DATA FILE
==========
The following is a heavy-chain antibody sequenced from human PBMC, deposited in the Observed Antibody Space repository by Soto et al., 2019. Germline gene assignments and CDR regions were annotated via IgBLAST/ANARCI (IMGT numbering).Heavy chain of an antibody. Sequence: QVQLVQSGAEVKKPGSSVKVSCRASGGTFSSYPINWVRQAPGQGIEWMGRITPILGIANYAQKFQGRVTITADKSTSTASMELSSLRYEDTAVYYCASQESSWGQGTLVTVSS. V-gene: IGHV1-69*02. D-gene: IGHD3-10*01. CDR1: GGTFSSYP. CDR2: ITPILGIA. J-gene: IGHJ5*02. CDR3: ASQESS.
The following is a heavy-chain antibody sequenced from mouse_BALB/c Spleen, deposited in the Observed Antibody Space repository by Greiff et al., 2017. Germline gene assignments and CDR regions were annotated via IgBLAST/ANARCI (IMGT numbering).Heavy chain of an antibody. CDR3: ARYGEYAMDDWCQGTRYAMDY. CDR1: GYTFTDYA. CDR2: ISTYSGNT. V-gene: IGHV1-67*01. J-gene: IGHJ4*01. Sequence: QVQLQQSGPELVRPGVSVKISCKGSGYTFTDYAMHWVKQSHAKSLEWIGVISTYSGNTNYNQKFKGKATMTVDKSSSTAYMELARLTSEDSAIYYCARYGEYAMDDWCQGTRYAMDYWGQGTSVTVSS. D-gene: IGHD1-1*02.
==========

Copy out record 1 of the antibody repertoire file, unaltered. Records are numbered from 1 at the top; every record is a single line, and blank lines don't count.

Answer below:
The following is a heavy-chain antibody sequenced from human PBMC, deposited in the Observed Antibody Space repository by Soto et al., 2019. Germline gene assignments and CDR regions were annotated via IgBLAST/ANARCI (IMGT numbering).Heavy chain of an antibody. Sequence: QVQLVQSGAEVKKPGSSVKVSCRASGGTFSSYPINWVRQAPGQGIEWMGRITPILGIANYAQKFQGRVTITADKSTSTASMELSSLRYEDTAVYYCASQESSWGQGTLVTVSS. V-gene: IGHV1-69*02. D-gene: IGHD3-10*01. CDR1: GGTFSSYP. CDR2: ITPILGIA. J-gene: IGHJ5*02. CDR3: ASQESS.